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The Good Place finally went full Lost

See you in another afterlife, brotha.

We have to go back (to the Good Place).
Colleen Hayes/NBC

The great revelation at the end of Lost — spoilers, in case the show flew under your radar for the last eight years — was that, for a big chunk of what we’d seen, the characters were dead and navigating a version of Purgatory. Though it’s since gained a reputation for ending on a sour note, I’d argue the finale was a fitting cap for a series that was always fascinated by philosophy. So much of human ideology and belief is bound up in how to treat your fellow humans, which itself is so often tied up in what will or won’t distinguish one’s soul as pure enough to get into Heaven (or its general equivalent).

That is to say, the hat-tip that this week’s episode of The Good Place offers to Lost makes so much sense that it’s almost surprising it look this long for it to happen.

Since Lost’s airing, the season two cold open has become one of its most recognizable scenes, which The Good Place nearly matches beat for beat in “Don’t Let the Good Life Pass You By.” There’s a close-up of a mysterious stranger’s eye as he wakes, and his face remains obscured as he puts on a Mama Cass song (“Make Your Own Kind of Music” in Lost’s case, and the title song, here) and goes about his day — only to be interrupted by the arrival of strangers.

The opening is a high point of the third season thus far. The Good Place’s bread and butter is sharp-witted interrogation of ethical dilemmas, but it also traffics in twists like no other show on the air (since Lost, anyway). Just how quickly the show burns through plot devices that would, on other shows, serve as the basis for whole seasons is a testament to the series’ ingenuity, but it also means that there’s a faint concern that the bubble might burst. The season, which has seen the core cast stuck on Earth, has felt slow in way that’s uncharacteristic for a show that has, until this point, been lightning round after lightning round of afterlife-or-death choices and supernatural quagmires. Everything is finite, including, presumably, the tank The Good Place is running on.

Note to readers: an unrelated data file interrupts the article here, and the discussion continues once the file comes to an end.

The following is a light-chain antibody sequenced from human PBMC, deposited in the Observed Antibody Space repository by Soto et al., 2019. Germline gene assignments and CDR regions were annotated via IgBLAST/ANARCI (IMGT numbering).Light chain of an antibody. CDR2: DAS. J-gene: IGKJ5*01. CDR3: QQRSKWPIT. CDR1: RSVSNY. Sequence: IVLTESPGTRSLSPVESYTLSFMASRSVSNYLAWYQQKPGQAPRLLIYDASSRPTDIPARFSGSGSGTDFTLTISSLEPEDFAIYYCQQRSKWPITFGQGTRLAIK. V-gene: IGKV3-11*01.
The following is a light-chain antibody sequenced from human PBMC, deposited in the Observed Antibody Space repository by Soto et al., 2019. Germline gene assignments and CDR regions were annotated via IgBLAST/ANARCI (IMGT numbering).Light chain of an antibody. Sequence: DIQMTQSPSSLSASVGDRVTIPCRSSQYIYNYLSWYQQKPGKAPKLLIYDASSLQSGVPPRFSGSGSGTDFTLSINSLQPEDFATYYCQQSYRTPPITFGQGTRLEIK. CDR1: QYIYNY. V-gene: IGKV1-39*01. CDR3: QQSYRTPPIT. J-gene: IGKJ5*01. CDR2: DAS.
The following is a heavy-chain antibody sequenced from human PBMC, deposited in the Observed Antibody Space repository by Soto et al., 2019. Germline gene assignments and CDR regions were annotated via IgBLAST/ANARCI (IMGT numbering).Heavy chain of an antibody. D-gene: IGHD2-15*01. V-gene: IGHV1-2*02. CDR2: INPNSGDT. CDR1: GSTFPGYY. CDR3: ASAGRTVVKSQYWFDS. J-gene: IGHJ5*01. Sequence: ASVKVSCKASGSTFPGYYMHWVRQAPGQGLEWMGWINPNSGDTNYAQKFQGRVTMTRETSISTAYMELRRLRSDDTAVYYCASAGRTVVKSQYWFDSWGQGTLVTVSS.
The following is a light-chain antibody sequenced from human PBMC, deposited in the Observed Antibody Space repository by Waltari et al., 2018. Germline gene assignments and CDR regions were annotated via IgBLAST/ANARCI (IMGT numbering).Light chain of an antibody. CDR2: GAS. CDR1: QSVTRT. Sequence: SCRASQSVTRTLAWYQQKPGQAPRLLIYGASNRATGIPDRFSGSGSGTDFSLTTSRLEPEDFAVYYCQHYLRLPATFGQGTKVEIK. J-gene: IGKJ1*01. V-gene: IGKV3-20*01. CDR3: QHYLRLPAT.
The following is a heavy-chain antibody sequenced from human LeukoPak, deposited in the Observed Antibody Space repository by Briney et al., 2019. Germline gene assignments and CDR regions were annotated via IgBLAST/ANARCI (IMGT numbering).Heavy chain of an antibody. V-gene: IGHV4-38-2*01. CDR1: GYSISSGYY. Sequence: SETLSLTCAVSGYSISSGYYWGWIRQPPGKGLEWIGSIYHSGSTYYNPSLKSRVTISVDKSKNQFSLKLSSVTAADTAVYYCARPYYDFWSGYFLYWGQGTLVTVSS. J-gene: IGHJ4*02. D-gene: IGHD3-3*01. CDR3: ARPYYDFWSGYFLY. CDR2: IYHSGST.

“Don’t Let the Good Life Pass You By” makes the case that it might not be. As in Lost, in which the mystery man (Desmond Hume, named for Scottish Enlightenment philosopher David Hume) became a turning point for the direction of the series, so too does The Good Place’s Doug Forcett (Michael McKean), the person to come closest to guessing the Good/Bad Place afterlife system. Doug marks a turning point for the show’s developing sense of morality.

Since figuring out how the afterlife works, Doug has been letting the good life pass him by (and making himself miserable; filtering his own urine so as not to waste water, being a human guinea pig for clinical trials) in an attempt to ensure he’ll make it into the Good Place. Though Michael and Janet go to visit him because they figure his life will make the perfect blueprint for a good life, they’re quick to come to the conclusion that this whole season has been driving at, i.e. that the Good/Bad Place system is deeply flawed, and requires an overhaul. And if upending the show’s central mechanic isn’t a heck of a twist, then what is? It’s time to open up the hatch and see what’s on the other side.

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